Thursday, June 02, 2005

Felt who? Watergate What?

Slate: What led you to leave the CIA?

Hunt: I found out the CIA was just infested with Democrats. I retired in '70. I got out as soon as I could. I wrote several books immediately thereafter.

Slate: I still don't understand how you get involved in Watergate later. Through the CIA?

Hunt: I had been a consultant to the White House. I greatly respected Nixon. When Chuck Colson [special counsel to Nixon] asked me to work for the administration, I said yes. Colson phoned one day and said, "I have a job you might be interested in." This was before Colson got religion.

Slate: How long were you in prison for the Watergate break-in?

Hunt: All told, 33 months.

Slate: That's a lot of time.

Hunt: It's a lot of time. And I've often said, what did I do?

Slate: Did you get a pardon?

Hunt: No. Never did. I'd applied for one, and there was no action taken, and I thought I'd just humiliate myself if I asked for a pardon.
--Howard Hunt Interview—Slate October 6, 2004

Jeff Wells’s always-intriguing blog Rigorous Intuition notes the Hunt interview as part of a description of why Watergate happened. His post gets somewhat convoluted about a hooker spy ring that needed to be covered up with the Watergate break-in as part of a CIA plot to side-track the powers-that-be. It’s another in a series of theories coming out since the confession by Mark Felt that he was the Deep Throat of Woodward and Bernstein’s All the President’s Men.

What was Watergate about, and why did “it” happen? Seems simple enough to answer. A president resigned to avoid impeachment—it must have been pretty important and a big deal. Then why are so many “experts” and “pundits” coming out with so many different reasons in the last few days, from mistrust of various intelligence agencies of each other, to over weaning power hunger by the administration, to greed and money? Or was it about all of this, and more?

The crimes committed under the umbrella of the term “Watergate” were re-directing huge sums of money into a coffer to provide an unbeatable machine to re-elect Nixon and company with absolute certainty. In fact, Nixon won every single state’s electoral votes except for Massachusetts in an utter landslide, so the machine worked very well after all.

But the sideline issues that permeated the senate hearings at the time, the press stories, and the strange cast of characters, including Howard Hunt and a bunch of expatriate anti-Castro Cubans, make Watergate a dilemma of an enigma that unlike the revelation of Felt as Deep Throat, will never be completely solved.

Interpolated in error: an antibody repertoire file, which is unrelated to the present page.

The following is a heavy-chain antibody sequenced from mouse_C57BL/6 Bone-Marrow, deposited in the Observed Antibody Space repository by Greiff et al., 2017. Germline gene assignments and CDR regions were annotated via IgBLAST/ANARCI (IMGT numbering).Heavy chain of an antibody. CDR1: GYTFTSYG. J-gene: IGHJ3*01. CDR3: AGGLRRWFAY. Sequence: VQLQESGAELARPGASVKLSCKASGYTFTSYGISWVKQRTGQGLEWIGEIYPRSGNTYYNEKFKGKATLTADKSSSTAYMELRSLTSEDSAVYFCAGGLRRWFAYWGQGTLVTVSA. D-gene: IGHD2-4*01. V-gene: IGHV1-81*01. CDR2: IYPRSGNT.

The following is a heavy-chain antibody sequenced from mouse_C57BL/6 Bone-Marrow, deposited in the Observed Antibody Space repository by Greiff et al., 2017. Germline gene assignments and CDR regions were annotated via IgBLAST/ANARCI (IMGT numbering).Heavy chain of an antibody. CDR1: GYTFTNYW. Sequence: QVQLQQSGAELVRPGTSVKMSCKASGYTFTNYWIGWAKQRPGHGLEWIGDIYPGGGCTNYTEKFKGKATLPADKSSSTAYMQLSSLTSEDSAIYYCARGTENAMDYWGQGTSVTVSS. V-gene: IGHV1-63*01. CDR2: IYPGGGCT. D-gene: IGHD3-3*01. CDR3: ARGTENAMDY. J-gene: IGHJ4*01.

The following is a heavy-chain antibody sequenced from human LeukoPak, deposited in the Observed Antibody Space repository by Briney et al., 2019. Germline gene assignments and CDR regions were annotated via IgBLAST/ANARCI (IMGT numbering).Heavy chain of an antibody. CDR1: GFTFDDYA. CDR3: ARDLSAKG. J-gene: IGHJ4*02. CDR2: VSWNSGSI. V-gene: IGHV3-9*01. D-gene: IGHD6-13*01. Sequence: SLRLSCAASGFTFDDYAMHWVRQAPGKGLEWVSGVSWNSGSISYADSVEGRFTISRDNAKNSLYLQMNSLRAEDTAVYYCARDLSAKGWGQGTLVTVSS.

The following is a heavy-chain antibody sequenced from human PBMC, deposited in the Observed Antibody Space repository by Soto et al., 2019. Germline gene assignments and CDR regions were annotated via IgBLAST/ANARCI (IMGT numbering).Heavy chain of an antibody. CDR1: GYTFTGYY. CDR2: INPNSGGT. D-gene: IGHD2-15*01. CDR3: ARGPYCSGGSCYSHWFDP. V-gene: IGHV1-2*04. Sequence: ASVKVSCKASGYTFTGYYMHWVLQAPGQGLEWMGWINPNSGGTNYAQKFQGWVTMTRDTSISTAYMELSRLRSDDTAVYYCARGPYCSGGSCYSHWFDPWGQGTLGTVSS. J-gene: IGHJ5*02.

For instance, Nixon referred to “bay of Pigs” to Haldeman in Oval Office conversations that were infamously tape recorded and made part of the Watergate record. “Bay of Pigs,” the failed attempt to overthrow Castro under the Kennedy administration, was Nixon’s code name for the Kennedy assassination, according to Haldeman writing later in a book about Watergate. Nixon wanted the FBI to back off investigating Watergate because it might reveal more about the “Bay of Pigs,” or Kennedy assassination, one theory goes.

Howard Hunt is said to have been in Dallas the day Kennedy was shot, although he doesn’t want to admit it.

Nixon definitely was in Dallas that day. Could be a coincidence.

George Bush 41 was head of the Republican National Committee during the Watergate period and was one of the first cabinet officials to call for Nixon’s resignation. Then he was made head of the CIA under Ford. Is there a meaning to be found in this lineage?

The point is, what was Watergate, what has changed because of it, and is it important? Clearly Americans trust their government less since Watergate. That may be the only difference and it may be a good thing. It’s also possible that what was Watergate actually began years prior to Nixon, and continues to this day—the ambition for some to gain power and to keep it, and the corruption that great power generates.

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